The Ultimate Guide to Qualitative Research - Part 2: Handling Qualitative Data

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Get hands-on guidance for working with qualitative data: discover how to transcribe, organize, code, and analyze.
Jörg Hecker
Neringa Kalpokas
Director, Training & Partnership Development
  1. Handling qualitative data
  2. Transcripts
  3. Field notes
  4. Memos
  5. Survey data and responses
  6. Visual and audio data
  7. Data organization
  8. Data coding
  9. Coding frame
  10. Auto and smart coding
  11. Organizing codes
  12. Qualitative data analysis
  13. Content analysis
  14. Thematic analysis
  15. Thematic analysis vs. content analysis
  16. Narrative research
  17. Phenomenological research
  18. Discourse analysis
  19. Grounded theory
  20. Deductive reasoning
  21. Inductive reasoning
    1. Introduction
    2. Inductive logic
    3. What is inductive reasoning?
    4. Inductive vs. deductive reasoning
    5. The inductive approach in the research process
    6. Further inquiry
  22. Inductive vs. deductive reasoning
  23. Qualitative data interpretation
  24. Qualitative analysis software

Inductive reasoning and analysis

If you conduct research inductively, you derive a theory from your observations. A quantitative study can follow up an inductive analysis to substantiate an observation to generalize your theory to a population.

Inductive reasoning is an analytical approach that involves proposing a broader theory about the research topic based on the data that you use in your study. Inductive reasoning is a bottom-up approach where researchers construct knowledge and propose new theory that emerges from the data.

Inductive reasoning is about generating theory from the ground up, like a building under construction.

Inductive and deductive reasoning goes hand in hand to allow researchers to develop a theoretical understanding of the human and social world. Let's look more closely at the concept of inductive reasoning and how it applies to research and in ATLAS.ti.

Inductive logic

When people make specific observations about a particular phenomenon and draw conclusions based solely on the substance of those observations, they engage in a form of reasoning called inductive logic. Those conclusions can serve their working theory until other specific observations challenge or contradict their understanding.

They must then further develop their understanding into a more nuanced and coherent conclusion that accommodates their broadened observations of the world. Ultimately, the inductive method aims to construct a theory that explains relationships among the studied concepts or phenomena.

Inductive reasoning examples

Inductive reasoning becomes easier to understand as a bottom-up approach to logic. To take an example from everyday life, if one were to see a cat, notice that it has a tail, and come across other creatures that have tails, then they can reach a generalized conclusion through inductive reference based on their observations: all animals with a tail are cats.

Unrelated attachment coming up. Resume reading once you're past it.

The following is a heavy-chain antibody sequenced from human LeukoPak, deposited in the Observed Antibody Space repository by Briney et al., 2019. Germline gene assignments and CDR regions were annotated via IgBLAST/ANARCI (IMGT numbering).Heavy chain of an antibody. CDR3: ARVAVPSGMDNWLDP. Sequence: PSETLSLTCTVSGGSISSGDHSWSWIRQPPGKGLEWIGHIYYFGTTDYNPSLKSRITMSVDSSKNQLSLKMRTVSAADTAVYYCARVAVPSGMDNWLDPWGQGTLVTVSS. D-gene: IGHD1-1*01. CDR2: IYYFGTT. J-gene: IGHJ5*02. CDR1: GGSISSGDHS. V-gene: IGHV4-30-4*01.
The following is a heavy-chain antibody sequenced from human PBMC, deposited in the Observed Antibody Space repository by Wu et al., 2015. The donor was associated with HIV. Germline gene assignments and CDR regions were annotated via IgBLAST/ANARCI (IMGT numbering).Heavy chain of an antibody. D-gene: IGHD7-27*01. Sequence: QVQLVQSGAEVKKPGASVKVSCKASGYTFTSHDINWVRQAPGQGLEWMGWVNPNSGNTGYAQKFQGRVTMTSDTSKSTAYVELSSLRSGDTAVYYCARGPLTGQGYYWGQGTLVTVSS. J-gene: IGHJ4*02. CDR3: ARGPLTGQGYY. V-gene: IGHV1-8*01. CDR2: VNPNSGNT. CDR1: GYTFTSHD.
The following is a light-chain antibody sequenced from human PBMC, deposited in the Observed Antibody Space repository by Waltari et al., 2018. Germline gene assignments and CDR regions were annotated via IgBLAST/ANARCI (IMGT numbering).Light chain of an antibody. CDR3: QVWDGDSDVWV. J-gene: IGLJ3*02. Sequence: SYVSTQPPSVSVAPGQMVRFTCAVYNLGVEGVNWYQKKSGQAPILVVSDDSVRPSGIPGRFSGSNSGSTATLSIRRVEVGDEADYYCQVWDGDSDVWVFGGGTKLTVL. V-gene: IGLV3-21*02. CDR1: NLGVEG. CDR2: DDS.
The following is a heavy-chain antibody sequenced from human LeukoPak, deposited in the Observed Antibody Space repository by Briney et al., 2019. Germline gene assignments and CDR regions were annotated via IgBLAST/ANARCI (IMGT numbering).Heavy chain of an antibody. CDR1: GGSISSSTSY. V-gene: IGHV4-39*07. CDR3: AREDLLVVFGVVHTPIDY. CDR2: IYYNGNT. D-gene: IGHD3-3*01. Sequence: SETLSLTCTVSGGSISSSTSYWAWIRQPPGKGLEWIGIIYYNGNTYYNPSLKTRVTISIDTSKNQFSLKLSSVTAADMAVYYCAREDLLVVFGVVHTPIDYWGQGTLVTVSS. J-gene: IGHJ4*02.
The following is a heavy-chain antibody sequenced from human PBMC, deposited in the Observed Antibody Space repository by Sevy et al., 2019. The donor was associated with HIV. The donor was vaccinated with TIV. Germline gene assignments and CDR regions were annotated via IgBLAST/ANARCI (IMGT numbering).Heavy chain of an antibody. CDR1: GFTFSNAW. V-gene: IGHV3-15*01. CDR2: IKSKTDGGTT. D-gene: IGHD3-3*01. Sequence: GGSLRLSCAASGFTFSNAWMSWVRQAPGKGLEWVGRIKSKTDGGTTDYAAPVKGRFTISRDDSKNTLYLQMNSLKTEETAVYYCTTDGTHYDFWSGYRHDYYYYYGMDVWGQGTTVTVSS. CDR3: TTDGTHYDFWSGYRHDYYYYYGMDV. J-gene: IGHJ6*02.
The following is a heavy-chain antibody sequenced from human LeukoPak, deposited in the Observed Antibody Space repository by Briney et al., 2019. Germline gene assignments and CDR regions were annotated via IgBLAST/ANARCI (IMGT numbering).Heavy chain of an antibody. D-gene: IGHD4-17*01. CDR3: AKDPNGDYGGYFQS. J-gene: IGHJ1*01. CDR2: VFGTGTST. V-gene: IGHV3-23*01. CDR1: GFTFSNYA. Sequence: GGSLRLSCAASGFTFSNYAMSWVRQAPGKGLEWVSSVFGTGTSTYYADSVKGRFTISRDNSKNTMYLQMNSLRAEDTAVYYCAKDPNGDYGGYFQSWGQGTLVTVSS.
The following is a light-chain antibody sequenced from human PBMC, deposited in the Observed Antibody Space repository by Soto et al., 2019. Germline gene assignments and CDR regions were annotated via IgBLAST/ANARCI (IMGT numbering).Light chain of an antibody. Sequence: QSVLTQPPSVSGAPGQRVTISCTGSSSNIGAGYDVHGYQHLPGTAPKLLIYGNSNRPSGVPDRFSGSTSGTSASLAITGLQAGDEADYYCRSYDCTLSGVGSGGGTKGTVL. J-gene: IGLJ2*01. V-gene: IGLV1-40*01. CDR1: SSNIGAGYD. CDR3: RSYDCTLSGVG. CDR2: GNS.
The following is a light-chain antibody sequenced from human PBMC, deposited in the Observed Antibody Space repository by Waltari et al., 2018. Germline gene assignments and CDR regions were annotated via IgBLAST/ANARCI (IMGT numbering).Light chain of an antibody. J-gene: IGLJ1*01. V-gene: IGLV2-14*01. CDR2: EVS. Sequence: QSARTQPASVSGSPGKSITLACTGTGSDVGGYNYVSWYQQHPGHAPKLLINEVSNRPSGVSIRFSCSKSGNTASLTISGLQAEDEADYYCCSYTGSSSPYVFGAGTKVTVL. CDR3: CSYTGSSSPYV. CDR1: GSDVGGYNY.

Obviously, this does not mean that the proposed theory is the end of the inductive reasoning process. They can find a dog with a tail, but they would be hard-pressed to call it a cat.

As a result, the theory they have developed from previous experience could provide a better explanation. That person would have to conduct new observations of cats and dogs to make a further inductive inference: cats and dogs have tails, but cats have sharper claws. The cycle of inductive reasoning can thus continue indefinitely to identify patterns and develop more robust theories.

Another famous example is that of the black swan. You can inductively conclude that all swans are white if you have only observed white swans so far.

This theory must be thrown out when you encounter a black swan. Then you need to revise your theory to account for the new observation.

Inductive reasoning means changing assumptions that all swans are white when you see a black swan. Photo by Roy Muz.

What is inductive reasoning?

The role of inductive reasoning in research is not always readily apparent if you only look at experimental research as a means for developing theory. Experimental research depends on deductive reasoning to confirm or dispute an existing theory, while inductive reasoning is most associated with observations and interviews.

Observation and inductive logic are most appropriate in research inquiries where the existing theory is not sufficiently developed or developed at all, requiring researchers to develop an inductive explanation about the phenomenon they are studying.

Especially in social science research, it's impossible to come to a necessarily final conclusion to the inductive reasoning process. Knowledge is always in constant development thanks to research.

Objective of inductive reasoning

The objectives of the inductive approach are to build theories from a set of data that allow researchers to make a general statement about a phenomenon while also opening up new lines of inquiry for future research.

It is also important to note that inductive research need not exist independent of existing theory. The research process always calls for connections to the existing literature to organize and generate knowledge. The main principle in applying inductive reasoning to your research is that the inferences you establish come from the data you analyze.

Is inductive analysis qualitative or quantitative?

Inductive reasoning is often associated with qualitative research, where the objective is to examine contexts, processes, or meanings that are not easily quantifiable. Quantitative analysis, on the other hand, tends to rely on deductive reasoning to test existing theories to suggest when established knowledge requires further development.